Zanzibar: Spices, slaves and the spirit of independence - Street Food (youtube.com)
The Indian Ocean is one of the world's oldest and largest free trade
zones. For centuries, trade and migration have marked the history of the
many communities living along its shores.

But the name of one
place on the coast of Africa has long captured people's imagination:
Zanzibar, also know as the spice island.

For centuries, merchants
of of all colours and creeds came to the island off the Tanzanian
mainland on wooden vessels - and each of them left their own mark on the
island.

As a result, Zanzibar has one of the richest and most
diverse food cultures in East Africa encompassing influences from
Arabia, India and Europe.

Street food is a term often interpreted
literally as food served on the streets, but in Zanzibar the real roads
are the ocean, dhows are the link between sea and the land, and the
presence of seafood is everywhere on the menus.

The island's wealth was largely founded on the spice trade.

Zanzibar's
original settlers were Bantu-speaking Africans. But Arabs, especially
Omanis, had a huge influence. They set up trading companies in Zanzibar
in the 17th century, ending 200 years of Portuguese dominance on the
island.

In 1832, the Sultan of Oman moved his capital from Muscat to Zanzibar, which had become a major slave-trading centre.

He
encouraged the commercial farming of cloves, so when the slave trade
was abolished in 1873, the spice trade continued to flourish - giving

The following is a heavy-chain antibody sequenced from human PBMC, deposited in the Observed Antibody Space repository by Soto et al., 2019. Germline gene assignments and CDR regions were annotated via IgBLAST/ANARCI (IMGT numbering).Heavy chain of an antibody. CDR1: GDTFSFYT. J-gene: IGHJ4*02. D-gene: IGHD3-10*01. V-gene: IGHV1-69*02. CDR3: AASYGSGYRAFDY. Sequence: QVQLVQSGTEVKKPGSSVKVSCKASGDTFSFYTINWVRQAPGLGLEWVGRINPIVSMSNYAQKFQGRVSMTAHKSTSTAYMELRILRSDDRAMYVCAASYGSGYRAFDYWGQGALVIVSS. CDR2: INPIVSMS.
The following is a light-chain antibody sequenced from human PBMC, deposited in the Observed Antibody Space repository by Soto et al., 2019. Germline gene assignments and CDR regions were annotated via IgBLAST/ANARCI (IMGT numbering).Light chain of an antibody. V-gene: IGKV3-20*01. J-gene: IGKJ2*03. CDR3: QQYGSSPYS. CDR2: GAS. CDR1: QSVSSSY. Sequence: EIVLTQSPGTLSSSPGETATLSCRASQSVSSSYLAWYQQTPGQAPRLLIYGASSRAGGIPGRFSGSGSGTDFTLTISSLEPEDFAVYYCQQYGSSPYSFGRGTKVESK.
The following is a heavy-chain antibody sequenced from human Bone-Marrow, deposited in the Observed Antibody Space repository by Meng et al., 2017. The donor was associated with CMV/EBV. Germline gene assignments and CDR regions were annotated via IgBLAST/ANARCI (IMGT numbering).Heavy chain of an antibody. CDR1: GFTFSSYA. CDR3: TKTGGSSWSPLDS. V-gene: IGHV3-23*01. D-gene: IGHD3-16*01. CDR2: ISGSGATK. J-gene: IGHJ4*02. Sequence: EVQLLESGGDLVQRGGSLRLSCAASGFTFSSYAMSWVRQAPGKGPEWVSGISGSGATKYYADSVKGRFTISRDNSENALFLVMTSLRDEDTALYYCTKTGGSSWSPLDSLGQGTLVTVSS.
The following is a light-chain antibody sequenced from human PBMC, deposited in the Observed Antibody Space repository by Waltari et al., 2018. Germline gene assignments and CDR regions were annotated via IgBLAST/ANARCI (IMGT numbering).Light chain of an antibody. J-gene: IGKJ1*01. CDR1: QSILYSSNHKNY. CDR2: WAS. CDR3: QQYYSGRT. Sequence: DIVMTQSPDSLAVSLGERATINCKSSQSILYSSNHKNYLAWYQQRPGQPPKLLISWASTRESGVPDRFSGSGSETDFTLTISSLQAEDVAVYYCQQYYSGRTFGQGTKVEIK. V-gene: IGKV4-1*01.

Zanzibar wealth and prestige as well as its legendary name, the spice
island.

As anti-colonialism spread across Africa, Zanzibar gained
independence in 1963. The following Zanzibari revolution, which aimed
to give power back to Africans, became one of the bloodiest chapters in
the island's history.

"Most of the Omani people were killed, more
than 14,000 people were killed, tortured, cut into pieces, murdered,
butchered," says Nassor Mazrui, a businessman.

Professor Abdul
Sherif from the Zanzibar Ocean Research Institute explains that Arabs
were targeted in particular because "they were the big land owners in
the 19th century, who also owned slaves, so the ideology of slavery was
revived to serve in the politcal struggle of the 1960's.... If something
like that would happen now, we would call it ethnic cleansing."

The
island's Indian community also suffered during the unrest.The aftermath
of the revolution saw an exodus of the Asiatic community, but the
trading port lost not only its traders, its whole identity was under
threat too.

In 1964, after the bloody revolution, Zanzibar
hastily entered a union with Tanzania. The union was designed to prevent
the spread of chaos in the region, but for many in Zanzibar, this was
the beginning of Zanzibar's decline as one of the most prestigious
trading ports in East Africa.

In the last four decades,
Zanzibar's spice trade has gone into sharp decline. Today, the spice
island, once the world's largest clove producer, is more of a tourist
resort.

Its cultural heritage has given Zanzibar a rich and
varied cuisine, and it continues to inspire the islanders in their
struggle for greater autonomy and a new identity.

Al Jazeera visits the island to discover its turbulent history, its culinary heritage and the changes taking place.

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